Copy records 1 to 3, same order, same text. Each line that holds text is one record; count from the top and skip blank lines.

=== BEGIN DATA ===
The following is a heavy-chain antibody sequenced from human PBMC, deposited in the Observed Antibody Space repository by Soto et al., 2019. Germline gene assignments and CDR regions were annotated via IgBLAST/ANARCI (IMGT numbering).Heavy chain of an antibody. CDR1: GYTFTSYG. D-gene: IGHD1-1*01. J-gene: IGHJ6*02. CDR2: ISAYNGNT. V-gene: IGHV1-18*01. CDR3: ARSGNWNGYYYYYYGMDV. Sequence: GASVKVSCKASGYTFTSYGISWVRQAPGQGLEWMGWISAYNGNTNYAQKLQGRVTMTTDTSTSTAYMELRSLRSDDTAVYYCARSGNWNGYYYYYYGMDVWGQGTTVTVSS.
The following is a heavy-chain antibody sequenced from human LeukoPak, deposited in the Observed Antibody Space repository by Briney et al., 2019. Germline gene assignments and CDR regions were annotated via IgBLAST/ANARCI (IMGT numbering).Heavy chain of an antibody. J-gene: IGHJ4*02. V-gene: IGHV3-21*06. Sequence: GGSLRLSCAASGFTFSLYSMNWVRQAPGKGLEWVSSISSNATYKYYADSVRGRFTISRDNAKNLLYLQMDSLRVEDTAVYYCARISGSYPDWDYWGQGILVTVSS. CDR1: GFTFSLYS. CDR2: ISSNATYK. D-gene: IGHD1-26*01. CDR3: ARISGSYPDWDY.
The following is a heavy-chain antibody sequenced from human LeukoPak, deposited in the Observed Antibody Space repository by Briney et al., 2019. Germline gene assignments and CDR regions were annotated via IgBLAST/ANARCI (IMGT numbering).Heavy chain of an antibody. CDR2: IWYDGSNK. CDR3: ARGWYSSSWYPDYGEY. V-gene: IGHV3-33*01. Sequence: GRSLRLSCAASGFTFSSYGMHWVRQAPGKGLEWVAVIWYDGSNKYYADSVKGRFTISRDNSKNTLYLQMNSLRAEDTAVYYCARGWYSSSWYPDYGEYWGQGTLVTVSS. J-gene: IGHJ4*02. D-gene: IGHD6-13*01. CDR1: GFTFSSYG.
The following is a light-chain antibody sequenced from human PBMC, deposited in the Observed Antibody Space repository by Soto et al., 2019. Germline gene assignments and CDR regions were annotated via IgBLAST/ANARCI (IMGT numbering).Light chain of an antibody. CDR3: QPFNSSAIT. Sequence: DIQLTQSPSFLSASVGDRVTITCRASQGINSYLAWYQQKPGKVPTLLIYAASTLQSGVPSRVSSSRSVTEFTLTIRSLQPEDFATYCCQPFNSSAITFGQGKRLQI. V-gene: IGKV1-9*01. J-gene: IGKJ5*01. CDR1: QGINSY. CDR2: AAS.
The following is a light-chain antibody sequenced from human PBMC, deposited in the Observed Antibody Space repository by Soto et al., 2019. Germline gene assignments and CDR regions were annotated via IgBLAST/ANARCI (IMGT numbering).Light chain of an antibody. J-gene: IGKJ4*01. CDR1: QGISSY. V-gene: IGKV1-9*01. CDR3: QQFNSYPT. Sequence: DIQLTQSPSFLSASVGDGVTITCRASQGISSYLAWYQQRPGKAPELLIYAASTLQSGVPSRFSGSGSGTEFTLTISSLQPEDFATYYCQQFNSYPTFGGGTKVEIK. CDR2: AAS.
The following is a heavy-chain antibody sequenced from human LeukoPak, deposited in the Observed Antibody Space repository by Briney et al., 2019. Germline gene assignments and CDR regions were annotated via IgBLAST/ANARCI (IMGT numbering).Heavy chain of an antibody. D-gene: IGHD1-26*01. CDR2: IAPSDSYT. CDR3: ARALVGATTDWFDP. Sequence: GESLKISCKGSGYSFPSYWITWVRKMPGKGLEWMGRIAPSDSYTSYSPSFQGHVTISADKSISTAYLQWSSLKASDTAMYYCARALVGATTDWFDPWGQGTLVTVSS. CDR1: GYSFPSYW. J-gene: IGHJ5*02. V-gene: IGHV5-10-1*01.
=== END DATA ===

The following is a heavy-chain antibody sequenced from human PBMC, deposited in the Observed Antibody Space repository by Soto et al., 2019. Germline gene assignments and CDR regions were annotated via IgBLAST/ANARCI (IMGT numbering).Heavy chain of an antibody. CDR1: GYTFTSYG. D-gene: IGHD1-1*01. J-gene: IGHJ6*02. CDR2: ISAYNGNT. V-gene: IGHV1-18*01. CDR3: ARSGNWNGYYYYYYGMDV. Sequence: GASVKVSCKASGYTFTSYGISWVRQAPGQGLEWMGWISAYNGNTNYAQKLQGRVTMTTDTSTSTAYMELRSLRSDDTAVYYCARSGNWNGYYYYYYGMDVWGQGTTVTVSS.
The following is a heavy-chain antibody sequenced from human LeukoPak, deposited in the Observed Antibody Space repository by Briney et al., 2019. Germline gene assignments and CDR regions were annotated via IgBLAST/ANARCI (IMGT numbering).Heavy chain of an antibody. J-gene: IGHJ4*02. V-gene: IGHV3-21*06. Sequence: GGSLRLSCAASGFTFSLYSMNWVRQAPGKGLEWVSSISSNATYKYYADSVRGRFTISRDNAKNLLYLQMDSLRVEDTAVYYCARISGSYPDWDYWGQGILVTVSS. CDR1: GFTFSLYS. CDR2: ISSNATYK. D-gene: IGHD1-26*01. CDR3: ARISGSYPDWDY.
The following is a heavy-chain antibody sequenced from human LeukoPak, deposited in the Observed Antibody Space repository by Briney et al., 2019. Germline gene assignments and CDR regions were annotated via IgBLAST/ANARCI (IMGT numbering).Heavy chain of an antibody. CDR2: IWYDGSNK. CDR3: ARGWYSSSWYPDYGEY. V-gene: IGHV3-33*01. Sequence: GRSLRLSCAASGFTFSSYGMHWVRQAPGKGLEWVAVIWYDGSNKYYADSVKGRFTISRDNSKNTLYLQMNSLRAEDTAVYYCARGWYSSSWYPDYGEYWGQGTLVTVSS. J-gene: IGHJ4*02. D-gene: IGHD6-13*01. CDR1: GFTFSSYG.